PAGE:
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A vast number of the nomenclaturic problems of the Shakespeare plays are solved in light of the First Folio as allegory, the dual theme of which is the malignity of the Puritan tyranny, and the healing, through the ministry of Sir Francis Bacon and the esoteric tradition, of the young Will Shakspere of a catastrophic Purtanism-induced breakdown, as I have shown in Ugly Dick and the Goddess of Complete Being.


One of these problems is that of the origin of the ‘lion’ in the names Leontes, Postumus Leonatus, Leonato, et al. I show at some length in my book that the lion bears always in FF the symbolic value of the Puritan ego, which will have to be extirpated for the ego to be born anew into wisdom and self-knowledge. The reference for this was almost certainly the story of the lion torn to pieces by Samson on his way to a tryst with the Philistine girl in Judges 14:


And after some days, returning to take her, he went aside to see the carcass of the lion, and, behold, there was a swarm of bees in the mouth of the lion and a honeycomb. And when he had taken it in his hands, he went on eating: and coming to his father and mother, he gave them of it, and they ate. But he would not tell them, that he had taken the honey from the body of the lion.


Bacon referred to this in a petition to the House of Lords (cited by Ignatius Donnelly in The Great Cryptogram Vol. 2):


… if any of you will do posterity good, if out of the carcass of a dead and rotten lion, there may be honey gathered for the use of future times.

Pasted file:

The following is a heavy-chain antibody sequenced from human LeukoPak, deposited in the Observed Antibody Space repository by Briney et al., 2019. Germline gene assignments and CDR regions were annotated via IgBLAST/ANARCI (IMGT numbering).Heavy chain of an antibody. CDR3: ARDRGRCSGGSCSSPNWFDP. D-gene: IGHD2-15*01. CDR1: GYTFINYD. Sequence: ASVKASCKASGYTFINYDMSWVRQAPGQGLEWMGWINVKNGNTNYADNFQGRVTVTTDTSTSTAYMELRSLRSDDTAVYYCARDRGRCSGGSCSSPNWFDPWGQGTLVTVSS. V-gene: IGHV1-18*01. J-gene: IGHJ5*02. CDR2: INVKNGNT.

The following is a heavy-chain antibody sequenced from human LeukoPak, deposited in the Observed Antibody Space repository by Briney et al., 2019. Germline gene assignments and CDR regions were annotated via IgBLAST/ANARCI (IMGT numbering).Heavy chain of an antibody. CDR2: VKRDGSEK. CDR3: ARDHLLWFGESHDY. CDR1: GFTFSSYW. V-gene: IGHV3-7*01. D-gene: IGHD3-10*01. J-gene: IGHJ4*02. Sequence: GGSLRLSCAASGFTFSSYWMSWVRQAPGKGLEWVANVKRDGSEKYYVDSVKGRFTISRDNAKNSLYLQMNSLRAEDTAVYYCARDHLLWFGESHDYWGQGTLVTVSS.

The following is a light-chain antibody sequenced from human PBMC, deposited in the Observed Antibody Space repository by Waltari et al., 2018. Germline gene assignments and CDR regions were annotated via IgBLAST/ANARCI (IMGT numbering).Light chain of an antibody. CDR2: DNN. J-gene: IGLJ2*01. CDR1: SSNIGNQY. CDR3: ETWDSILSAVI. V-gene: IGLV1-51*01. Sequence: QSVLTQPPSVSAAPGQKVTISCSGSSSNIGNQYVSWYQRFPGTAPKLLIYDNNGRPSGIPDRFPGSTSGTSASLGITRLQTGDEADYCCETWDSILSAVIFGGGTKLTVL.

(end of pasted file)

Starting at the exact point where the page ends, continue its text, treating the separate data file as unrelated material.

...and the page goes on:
Fascinatingly, this Biblical story may refer to a far more ancient event, as described by Zecharia Sitchin in his book The 12th Planet, in which he produces really solid evidence that the Biblical deluge which wiped out civilization on earth was a colossal flood caused by the gravitational effect of the close passage to the earth of the tenth planet (twelfth body) of the solar system, with a period of 3,600 years. This occurred during the Age of the Lion, 10,860 B.C. – 8,700 B.C., when the sun rose at the spring equinox in that constellation. Sitchin shows that Genesis and Psalms are full of references to this event.


May the story in Judges not also refer to this catastrophe? The death of the lion would then refer to the passing of that age; the honey in its mouth, the wisdom to be gleaned from the deluge for the benefit of future ages, perhaps to do with the construction of the ‘twin pillars of Enoch’ (one of which was almost certainly the pyramids of Giza), on which were preserved from fire and water the wisdom of the ancients.


Not being an expert on esoteric history I’ll go no further; but this scenario seems highly plausible to say the least. Was Bacon aware of it? Certainly, the inundation of the deluge would correspond beautifully to the flooding of the ego by the libido, so long repressed by the Puritan world-view, which precipitated the breakdown of Shakspere’s eighteenth year, and drove him from Stratford to the metropolis in search of healing and a new life. Bacon had no doubts as to the allegoric nature of so much myth and fable, as evidenced by his book The Wisdom of the Ancients. Perhaps the real significance of this Biblical story was handed down in the rituals of the 33 degrees of the Ancient and Accepted Scottish Rite of Freemasonry, into which he was formally received by King James in 1603, but with which he had almost certainly been familiar at least since his sojourn in Europe as a young man. The 33 degrees were assiduously destroyed for political reasons by the English in the 18th century, but reconstructed in part by Christopher Knight and Robert Lomas, as described in their book The Second Messiah. I show in Ugly Dick their colossal immanence in FF.


Food for thought!


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